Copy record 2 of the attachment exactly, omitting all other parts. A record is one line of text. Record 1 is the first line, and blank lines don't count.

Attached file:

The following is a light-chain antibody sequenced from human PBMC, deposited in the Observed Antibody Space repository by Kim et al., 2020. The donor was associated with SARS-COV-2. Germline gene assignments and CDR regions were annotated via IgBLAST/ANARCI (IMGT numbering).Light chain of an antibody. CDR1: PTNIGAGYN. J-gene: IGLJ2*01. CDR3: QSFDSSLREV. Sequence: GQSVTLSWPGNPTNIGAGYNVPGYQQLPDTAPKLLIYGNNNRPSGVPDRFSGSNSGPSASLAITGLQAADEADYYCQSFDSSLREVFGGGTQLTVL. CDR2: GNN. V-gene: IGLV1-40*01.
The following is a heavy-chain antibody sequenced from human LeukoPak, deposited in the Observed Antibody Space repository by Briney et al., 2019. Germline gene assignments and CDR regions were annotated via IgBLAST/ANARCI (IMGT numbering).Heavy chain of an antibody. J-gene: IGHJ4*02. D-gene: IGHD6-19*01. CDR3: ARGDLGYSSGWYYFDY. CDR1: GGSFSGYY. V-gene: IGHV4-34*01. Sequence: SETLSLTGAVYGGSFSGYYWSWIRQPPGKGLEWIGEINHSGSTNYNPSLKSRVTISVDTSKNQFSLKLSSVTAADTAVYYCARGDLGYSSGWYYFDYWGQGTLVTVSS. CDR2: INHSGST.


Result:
The following is a heavy-chain antibody sequenced from human LeukoPak, deposited in the Observed Antibody Space repository by Briney et al., 2019. Germline gene assignments and CDR regions were annotated via IgBLAST/ANARCI (IMGT numbering).Heavy chain of an antibody. J-gene: IGHJ4*02. D-gene: IGHD6-19*01. CDR3: ARGDLGYSSGWYYFDY. CDR1: GGSFSGYY. V-gene: IGHV4-34*01. Sequence: SETLSLTGAVYGGSFSGYYWSWIRQPPGKGLEWIGEINHSGSTNYNPSLKSRVTISVDTSKNQFSLKLSSVTAADTAVYYCARGDLGYSSGWYYFDYWGQGTLVTVSS. CDR2: INHSGST.